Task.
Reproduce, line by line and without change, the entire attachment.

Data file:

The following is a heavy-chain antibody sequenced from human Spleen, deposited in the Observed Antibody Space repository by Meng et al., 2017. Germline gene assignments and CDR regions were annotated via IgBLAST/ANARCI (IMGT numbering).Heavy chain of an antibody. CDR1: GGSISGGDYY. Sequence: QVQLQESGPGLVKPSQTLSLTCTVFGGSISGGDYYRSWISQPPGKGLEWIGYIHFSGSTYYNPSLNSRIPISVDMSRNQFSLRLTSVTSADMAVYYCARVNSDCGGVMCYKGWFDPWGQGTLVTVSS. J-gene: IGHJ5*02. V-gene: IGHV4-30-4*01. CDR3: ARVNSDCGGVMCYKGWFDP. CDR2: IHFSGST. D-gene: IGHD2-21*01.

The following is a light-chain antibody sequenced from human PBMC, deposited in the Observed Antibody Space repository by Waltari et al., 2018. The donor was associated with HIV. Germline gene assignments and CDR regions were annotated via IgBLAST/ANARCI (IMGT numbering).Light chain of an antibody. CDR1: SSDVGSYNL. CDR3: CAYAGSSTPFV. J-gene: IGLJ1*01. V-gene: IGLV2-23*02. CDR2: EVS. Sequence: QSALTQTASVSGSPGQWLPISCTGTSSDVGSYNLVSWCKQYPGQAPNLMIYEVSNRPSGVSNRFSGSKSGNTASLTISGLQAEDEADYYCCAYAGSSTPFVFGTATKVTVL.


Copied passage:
The following is a heavy-chain antibody sequenced from human Spleen, deposited in the Observed Antibody Space repository by Meng et al., 2017. Germline gene assignments and CDR regions were annotated via IgBLAST/ANARCI (IMGT numbering).Heavy chain of an antibody. CDR1: GGSISGGDYY. Sequence: QVQLQESGPGLVKPSQTLSLTCTVFGGSISGGDYYRSWISQPPGKGLEWIGYIHFSGSTYYNPSLNSRIPISVDMSRNQFSLRLTSVTSADMAVYYCARVNSDCGGVMCYKGWFDPWGQGTLVTVSS. J-gene: IGHJ5*02. V-gene: IGHV4-30-4*01. CDR3: ARVNSDCGGVMCYKGWFDP. CDR2: IHFSGST. D-gene: IGHD2-21*01.

The following is a light-chain antibody sequenced from human PBMC, deposited in the Observed Antibody Space repository by Waltari et al., 2018. The donor was associated with HIV. Germline gene assignments and CDR regions were annotated via IgBLAST/ANARCI (IMGT numbering).Light chain of an antibody. CDR1: SSDVGSYNL. CDR3: CAYAGSSTPFV. J-gene: IGLJ1*01. V-gene: IGLV2-23*02. CDR2: EVS. Sequence: QSALTQTASVSGSPGQWLPISCTGTSSDVGSYNLVSWCKQYPGQAPNLMIYEVSNRPSGVSNRFSGSKSGNTASLTISGLQAEDEADYYCCAYAGSSTPFVFGTATKVTVL.